From a media release:
One Small Step, One Global Journey: Guitarist Alex Skolnick Rallies a Planetary Coalition to a Fleet and Nimble Guitar
Planetary Coalition (ArtistShare - November 11, 2014)
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For Alex Skolnick, the step from metal and jazz guitar guru to world music instigator has proven remarkably small.
Skolnick had toured the world, connecting with fans and fellow musicians from Argentina to Turkey and beyond. Though he had cut his teeth in rock, he had a restless, passionate ear for other guitar settings, from the globally informed virtuosity of John McLaughlin and Shakti, to Django Reinhardt’s jazz manouche. Skolnick loved the sounds of the world’s buzzing, trembling strings, the sounds of the oud and the kanun, the kora and the pipa.
“A seriously cross-cultural acoustic album has long been on my bucket list,” states Skolnick, who forged a new sound for metal as the lead guitarist in Testament, went on to study jazz at the New School, and is often tapped as one of the world’s best players. “I wanted to pay tribute to the many diverse sounds from around the world that I loved.”
Finally, he knew he had to leap in and do it. The result, Planetary Coalition (Artist Share; release: November 11, 2014), honors the world’s music with original pieces and masterful performances. Skolnick gathered a stunning array of performers—from Rodrigo y Gabriela to Kiran Ahluwalia, from Adnan Joubran to Pablo Aslan, Horacio “El Negro” Hernandez and more—exploring the elegance and expressive potential of the culture-hopping guitar.
“Covering so much territory was irresistible,” Skolnick muses about his 14-track labor of love, “and the tunes came together very organically,” each a small window into some of the world’s most compelling musical styles and their respective regions
Though it may be a surprise to some, stealth influences abound among certain rock guitar virtuosos. Eddie Van Halen loved the work of flamenco pioneer Carlos Montoya, and you can hear it in his playing and a few of his tracks (“Spanish fly”). The late Randy Rhoads’ tribute to Cuban classical guitarist Leo Brouwer became an acoustic intro for Ozzy Osbourne (“Diary of a Madman”).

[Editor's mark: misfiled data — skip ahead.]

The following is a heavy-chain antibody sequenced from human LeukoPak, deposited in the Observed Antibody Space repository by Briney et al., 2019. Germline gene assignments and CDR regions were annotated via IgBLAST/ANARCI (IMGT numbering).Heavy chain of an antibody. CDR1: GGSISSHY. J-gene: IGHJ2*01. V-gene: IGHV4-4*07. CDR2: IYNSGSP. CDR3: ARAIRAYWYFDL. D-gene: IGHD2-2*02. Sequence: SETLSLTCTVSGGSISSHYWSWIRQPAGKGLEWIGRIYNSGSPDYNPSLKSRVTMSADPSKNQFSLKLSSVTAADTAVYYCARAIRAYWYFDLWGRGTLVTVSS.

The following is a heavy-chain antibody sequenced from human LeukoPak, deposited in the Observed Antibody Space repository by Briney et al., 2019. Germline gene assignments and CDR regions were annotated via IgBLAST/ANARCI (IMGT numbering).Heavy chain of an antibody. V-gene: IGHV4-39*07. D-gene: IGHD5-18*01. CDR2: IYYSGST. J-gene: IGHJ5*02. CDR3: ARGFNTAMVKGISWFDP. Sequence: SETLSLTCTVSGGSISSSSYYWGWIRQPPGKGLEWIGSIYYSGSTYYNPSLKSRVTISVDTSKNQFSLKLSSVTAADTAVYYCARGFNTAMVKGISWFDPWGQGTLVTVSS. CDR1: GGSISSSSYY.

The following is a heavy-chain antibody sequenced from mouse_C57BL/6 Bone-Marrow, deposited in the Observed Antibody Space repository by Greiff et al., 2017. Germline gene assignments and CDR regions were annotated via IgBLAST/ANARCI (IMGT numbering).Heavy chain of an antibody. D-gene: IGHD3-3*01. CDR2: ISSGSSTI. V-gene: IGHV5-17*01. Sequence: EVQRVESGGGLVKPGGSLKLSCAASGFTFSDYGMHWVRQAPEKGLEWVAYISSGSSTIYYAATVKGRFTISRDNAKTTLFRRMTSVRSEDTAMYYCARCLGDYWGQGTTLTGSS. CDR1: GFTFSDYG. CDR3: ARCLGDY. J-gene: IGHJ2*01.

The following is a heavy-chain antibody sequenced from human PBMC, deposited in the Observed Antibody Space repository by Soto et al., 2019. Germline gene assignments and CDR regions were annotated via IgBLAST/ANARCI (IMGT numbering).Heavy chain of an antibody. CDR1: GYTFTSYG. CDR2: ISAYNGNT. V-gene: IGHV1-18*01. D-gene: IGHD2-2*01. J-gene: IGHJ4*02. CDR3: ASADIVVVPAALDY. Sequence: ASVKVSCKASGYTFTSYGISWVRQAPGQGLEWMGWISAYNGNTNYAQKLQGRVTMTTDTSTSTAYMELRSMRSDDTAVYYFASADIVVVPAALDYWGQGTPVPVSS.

Yet Skolnick, inspired by the above examples, the acoustic work of Al Di Meola and others, took to these tendencies and ran with them. He even went so far as to leave a wildly successful career with one of thrash metal’s seminal bands to change coasts—and study jazz improv (The New School). As he dedicated years to perfecting a whole new set of chops—a whole new way of creating music—he slowly discovered his own fluid place where a technique forged in hard rock met the world’s many other sonic currents.
After graduation, Skolnick honed his sound over the course of several serendipitous runs as a touring sideman including a few global pop acts, such as Jewish folk singer Debbie Friedman, whose international band would also feature, when available, South African bassist Bakhiti Kumalo (of Paul Simon). Then there was Paris-based singer Ishtar, whose music required Skolnick to perform flamenco-influenced acoustic playing in front of large audiences. “For some reason, it just came naturally,” says Skolnick. “We had a few gypsy musicians in the band, and they would say, ‘Man, you can really play that stuff!’ The more I did it, the more comfortable I got.”
This kind of connection haunted him over the years, whether touring with the Alex Skolnick Trio (acclaimed for their jazzy arrangements of rock standards and quirky originals), with the reunited Testament, or as a hired player for various other acts. “Travelling as a musician, I’d hear great international artists in cafes and public squares. Often I’ve been affected by this music and wanted to jump in and play, too. I heard all sorts of ideas. Yet I’ve never had the right vehicle for it.” The commitment and nimbleness of Skolnick’s diverse playing slowly gave these ideas form, as the graceful sway of “Sleeping Gypsy” and the smoldering yet upbeat “Django Tango” (featuring the bass work of Pablo Aslan) demonstrate.